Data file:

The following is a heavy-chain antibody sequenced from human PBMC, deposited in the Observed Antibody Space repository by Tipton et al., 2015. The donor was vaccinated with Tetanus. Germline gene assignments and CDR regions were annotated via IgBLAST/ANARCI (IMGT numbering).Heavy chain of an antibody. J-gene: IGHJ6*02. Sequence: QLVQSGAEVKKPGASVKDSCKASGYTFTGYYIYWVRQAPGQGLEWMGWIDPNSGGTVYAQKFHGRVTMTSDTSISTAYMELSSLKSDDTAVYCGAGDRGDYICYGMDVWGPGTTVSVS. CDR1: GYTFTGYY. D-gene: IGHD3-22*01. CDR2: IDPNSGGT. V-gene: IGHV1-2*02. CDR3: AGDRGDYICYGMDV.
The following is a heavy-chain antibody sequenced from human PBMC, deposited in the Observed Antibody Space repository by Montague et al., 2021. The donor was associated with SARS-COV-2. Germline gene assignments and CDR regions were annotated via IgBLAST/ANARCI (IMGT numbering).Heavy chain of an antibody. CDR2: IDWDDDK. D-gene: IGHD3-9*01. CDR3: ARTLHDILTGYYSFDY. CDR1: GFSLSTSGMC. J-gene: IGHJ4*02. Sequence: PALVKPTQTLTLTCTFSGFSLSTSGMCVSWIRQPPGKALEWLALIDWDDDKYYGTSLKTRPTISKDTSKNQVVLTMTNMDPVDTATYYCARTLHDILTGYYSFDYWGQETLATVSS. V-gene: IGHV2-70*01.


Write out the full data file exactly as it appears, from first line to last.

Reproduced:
The following is a heavy-chain antibody sequenced from human PBMC, deposited in the Observed Antibody Space repository by Tipton et al., 2015. The donor was vaccinated with Tetanus. Germline gene assignments and CDR regions were annotated via IgBLAST/ANARCI (IMGT numbering).Heavy chain of an antibody. J-gene: IGHJ6*02. Sequence: QLVQSGAEVKKPGASVKDSCKASGYTFTGYYIYWVRQAPGQGLEWMGWIDPNSGGTVYAQKFHGRVTMTSDTSISTAYMELSSLKSDDTAVYCGAGDRGDYICYGMDVWGPGTTVSVS. CDR1: GYTFTGYY. D-gene: IGHD3-22*01. CDR2: IDPNSGGT. V-gene: IGHV1-2*02. CDR3: AGDRGDYICYGMDV.
The following is a heavy-chain antibody sequenced from human PBMC, deposited in the Observed Antibody Space repository by Montague et al., 2021. The donor was associated with SARS-COV-2. Germline gene assignments and CDR regions were annotated via IgBLAST/ANARCI (IMGT numbering).Heavy chain of an antibody. CDR2: IDWDDDK. D-gene: IGHD3-9*01. CDR3: ARTLHDILTGYYSFDY. CDR1: GFSLSTSGMC. J-gene: IGHJ4*02. Sequence: PALVKPTQTLTLTCTFSGFSLSTSGMCVSWIRQPPGKALEWLALIDWDDDKYYGTSLKTRPTISKDTSKNQVVLTMTNMDPVDTATYYCARTLHDILTGYYSFDYWGQETLATVSS. V-gene: IGHV2-70*01.